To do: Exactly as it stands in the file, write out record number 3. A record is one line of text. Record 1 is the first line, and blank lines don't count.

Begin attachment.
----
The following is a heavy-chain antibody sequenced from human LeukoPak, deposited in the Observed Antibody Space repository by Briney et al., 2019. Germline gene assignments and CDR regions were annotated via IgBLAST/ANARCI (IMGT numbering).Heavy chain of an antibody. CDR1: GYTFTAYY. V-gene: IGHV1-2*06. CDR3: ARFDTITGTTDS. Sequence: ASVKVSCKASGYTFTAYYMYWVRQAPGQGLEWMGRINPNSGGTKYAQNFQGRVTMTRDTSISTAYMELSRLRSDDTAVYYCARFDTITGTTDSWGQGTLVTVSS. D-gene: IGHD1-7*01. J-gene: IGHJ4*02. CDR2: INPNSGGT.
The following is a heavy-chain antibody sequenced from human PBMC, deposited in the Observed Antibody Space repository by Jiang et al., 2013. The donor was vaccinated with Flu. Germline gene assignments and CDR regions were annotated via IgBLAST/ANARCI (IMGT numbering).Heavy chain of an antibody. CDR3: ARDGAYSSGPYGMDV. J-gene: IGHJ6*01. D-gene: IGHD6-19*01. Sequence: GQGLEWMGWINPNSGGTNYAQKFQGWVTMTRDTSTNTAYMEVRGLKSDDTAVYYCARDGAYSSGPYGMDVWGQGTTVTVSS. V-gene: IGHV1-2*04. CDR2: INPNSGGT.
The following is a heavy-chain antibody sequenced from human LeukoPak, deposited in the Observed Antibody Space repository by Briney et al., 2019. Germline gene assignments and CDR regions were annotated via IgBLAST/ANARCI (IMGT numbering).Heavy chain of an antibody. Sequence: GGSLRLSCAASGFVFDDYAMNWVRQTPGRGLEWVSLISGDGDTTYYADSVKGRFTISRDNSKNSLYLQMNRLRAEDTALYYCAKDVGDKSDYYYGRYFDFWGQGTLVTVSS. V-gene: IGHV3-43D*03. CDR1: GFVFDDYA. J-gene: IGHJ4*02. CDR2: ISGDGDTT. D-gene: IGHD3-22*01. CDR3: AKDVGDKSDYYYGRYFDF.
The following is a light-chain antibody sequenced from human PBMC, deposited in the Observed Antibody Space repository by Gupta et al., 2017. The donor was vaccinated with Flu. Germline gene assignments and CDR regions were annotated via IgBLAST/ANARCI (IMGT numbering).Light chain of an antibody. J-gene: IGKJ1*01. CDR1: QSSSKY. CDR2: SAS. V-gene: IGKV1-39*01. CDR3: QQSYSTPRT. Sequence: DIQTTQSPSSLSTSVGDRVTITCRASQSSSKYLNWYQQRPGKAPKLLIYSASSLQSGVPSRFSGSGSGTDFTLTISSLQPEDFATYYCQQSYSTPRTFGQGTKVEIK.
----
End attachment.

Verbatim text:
The following is a heavy-chain antibody sequenced from human LeukoPak, deposited in the Observed Antibody Space repository by Briney et al., 2019. Germline gene assignments and CDR regions were annotated via IgBLAST/ANARCI (IMGT numbering).Heavy chain of an antibody. Sequence: GGSLRLSCAASGFVFDDYAMNWVRQTPGRGLEWVSLISGDGDTTYYADSVKGRFTISRDNSKNSLYLQMNRLRAEDTALYYCAKDVGDKSDYYYGRYFDFWGQGTLVTVSS. V-gene: IGHV3-43D*03. CDR1: GFVFDDYA. J-gene: IGHJ4*02. CDR2: ISGDGDTT. D-gene: IGHD3-22*01. CDR3: AKDVGDKSDYYYGRYFDF.